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Old 03-17-11, 11:14 AM   #1451
Sixty Fiver
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Yeah, a 24" DL-1 would do, but I'm not crazy about a 40+ lb bike with rod brakes. It's just not something I need (as if that's the criterion I use with any bike purchase). I will probably build an approximation around a sport-touring road frame at some point.
My Rudge only weighed 38 pounds... a veritable lightweight.
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Old 03-17-11, 04:07 PM   #1452
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Here is a picture of the latest acquisition...

1973 Raleigh Colt step through for my bride, along with my 1972 Superbe.

Aaron

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ISO: A late 1980's Giant Iguana MTB frameset (or complete bike) 23" Red with yellow graphics.

"Cycling should be a way of life, not a hobby.
RIDE, YOU FOOL, RIDE!"
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Aluminum: barely a hundred
Which one would you rather have under your butt at 30mph?"
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Old 03-17-11, 04:14 PM   #1453
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Here is a picture of the latest acquisition...

1973 Raleigh Colt step through for my bride, along with my 1972 Superbe.

Aaron
You are a good husband.
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Old 03-17-11, 06:29 PM   #1454
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You are a good husband.
Trying to stay ahead of the shoe count...

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ISO: A late 1980's Giant Iguana MTB frameset (or complete bike) 23" Red with yellow graphics.

"Cycling should be a way of life, not a hobby.
RIDE, YOU FOOL, RIDE!"
_Nicodemus

"Steel: nearly a thousand years of metallurgical development
Aluminum: barely a hundred
Which one would you rather have under your butt at 30mph?"
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Old 03-17-11, 08:40 PM   #1455
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I am putting the headset and the fork back together on my Superbe. Now I am curious if anyone of you would know the exact # of the loose ball bearings that go to the head tube cup and the fork crown race? I kind of tried it and #25 is the number I got.
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Old 03-17-11, 09:08 PM   #1456
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I seem to remember the number 24 but don't quote me on that. Fill it dry until you can't get any more in. If there isn't any significant rattle space between the balls then take one out. That's what I do.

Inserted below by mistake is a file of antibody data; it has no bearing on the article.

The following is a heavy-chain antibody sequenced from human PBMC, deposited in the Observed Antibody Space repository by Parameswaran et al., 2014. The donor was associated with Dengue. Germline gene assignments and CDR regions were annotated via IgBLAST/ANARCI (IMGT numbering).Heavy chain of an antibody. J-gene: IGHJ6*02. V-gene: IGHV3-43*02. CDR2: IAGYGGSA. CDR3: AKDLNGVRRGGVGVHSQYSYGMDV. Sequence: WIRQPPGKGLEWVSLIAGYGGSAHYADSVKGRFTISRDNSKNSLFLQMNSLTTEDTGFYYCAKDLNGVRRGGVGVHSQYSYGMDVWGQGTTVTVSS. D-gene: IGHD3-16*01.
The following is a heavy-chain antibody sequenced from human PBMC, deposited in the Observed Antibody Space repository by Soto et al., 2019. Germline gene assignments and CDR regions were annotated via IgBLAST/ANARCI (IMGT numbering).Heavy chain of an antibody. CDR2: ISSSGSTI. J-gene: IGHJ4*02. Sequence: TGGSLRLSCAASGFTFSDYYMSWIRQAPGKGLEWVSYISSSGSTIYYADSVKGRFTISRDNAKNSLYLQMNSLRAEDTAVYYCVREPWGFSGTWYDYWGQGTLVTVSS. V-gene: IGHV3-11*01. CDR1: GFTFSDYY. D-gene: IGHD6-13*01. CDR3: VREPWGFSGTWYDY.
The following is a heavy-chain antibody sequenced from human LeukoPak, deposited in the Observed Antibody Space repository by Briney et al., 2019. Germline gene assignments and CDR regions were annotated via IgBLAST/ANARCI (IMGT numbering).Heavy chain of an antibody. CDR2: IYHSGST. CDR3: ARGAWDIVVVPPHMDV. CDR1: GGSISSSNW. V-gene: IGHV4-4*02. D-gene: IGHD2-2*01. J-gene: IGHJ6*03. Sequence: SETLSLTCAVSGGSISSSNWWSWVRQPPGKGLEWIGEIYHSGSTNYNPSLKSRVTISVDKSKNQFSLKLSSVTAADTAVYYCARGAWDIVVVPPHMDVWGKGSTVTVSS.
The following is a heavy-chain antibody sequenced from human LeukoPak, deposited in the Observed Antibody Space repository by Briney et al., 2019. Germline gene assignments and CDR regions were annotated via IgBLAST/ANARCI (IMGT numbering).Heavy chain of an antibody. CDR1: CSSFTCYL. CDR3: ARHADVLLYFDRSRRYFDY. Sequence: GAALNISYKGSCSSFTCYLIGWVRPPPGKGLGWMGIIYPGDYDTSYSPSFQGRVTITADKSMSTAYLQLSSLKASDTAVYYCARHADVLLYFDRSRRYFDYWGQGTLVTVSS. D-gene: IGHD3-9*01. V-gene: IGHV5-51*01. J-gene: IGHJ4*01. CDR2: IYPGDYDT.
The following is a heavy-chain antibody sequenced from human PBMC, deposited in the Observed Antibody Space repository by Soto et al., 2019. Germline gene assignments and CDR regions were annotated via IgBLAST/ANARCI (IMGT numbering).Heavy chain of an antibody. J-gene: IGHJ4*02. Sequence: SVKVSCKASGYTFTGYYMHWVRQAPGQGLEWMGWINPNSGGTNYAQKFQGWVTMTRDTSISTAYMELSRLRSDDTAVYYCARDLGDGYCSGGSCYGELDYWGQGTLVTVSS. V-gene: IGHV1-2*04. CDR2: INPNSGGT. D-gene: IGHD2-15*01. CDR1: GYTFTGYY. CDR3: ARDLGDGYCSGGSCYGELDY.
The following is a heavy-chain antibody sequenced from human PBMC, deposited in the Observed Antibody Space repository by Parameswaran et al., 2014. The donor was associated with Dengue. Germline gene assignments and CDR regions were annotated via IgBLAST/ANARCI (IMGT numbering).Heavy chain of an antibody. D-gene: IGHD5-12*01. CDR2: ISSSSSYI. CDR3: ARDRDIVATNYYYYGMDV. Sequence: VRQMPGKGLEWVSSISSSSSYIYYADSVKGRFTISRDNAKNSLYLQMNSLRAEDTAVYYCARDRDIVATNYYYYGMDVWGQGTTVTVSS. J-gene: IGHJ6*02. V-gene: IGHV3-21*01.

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Old 03-17-11, 09:11 PM   #1457
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Sheldon says, "The headset uses 25 5/32 inch loose bearing balls in each race."
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Old 03-17-11, 09:32 PM   #1458
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Well, I've gotten my first email from the Lake Pepin crew about the ride - gotta say that I'm a bit more than excited about this. One thing though - the Phillips I have and was going to take (as the Lenton could use some more work) has a head lug that isn't completely filled. It's the top tube lug, and it's enough to catch a fingernail on the back side of the head tube.

Now, it's been like this. Probably since it was built in '68. No wobbles, no jiggles, no loose feeling, and for all intents and purposes, it doesn't affect the bike at all. I've ridden it probably 500 miles by now, and haven't encountered any expansion.

Should I be concerned? I think I'm just being overly paranoid.
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Old 03-18-11, 07:29 AM   #1459
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Thanks! Gotta try it again today.
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Old 03-18-11, 08:09 AM   #1460
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Thanks! Gotta try it again today.
I start this with the bike upside down on the stand so I can load the bottom cup (use lots of grease) and then insert the fork, tie it in place and then flip the bike back to upright to load the top and finish the assembly.

Only takes a few minutes this way.
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Old 03-18-11, 08:27 AM   #1461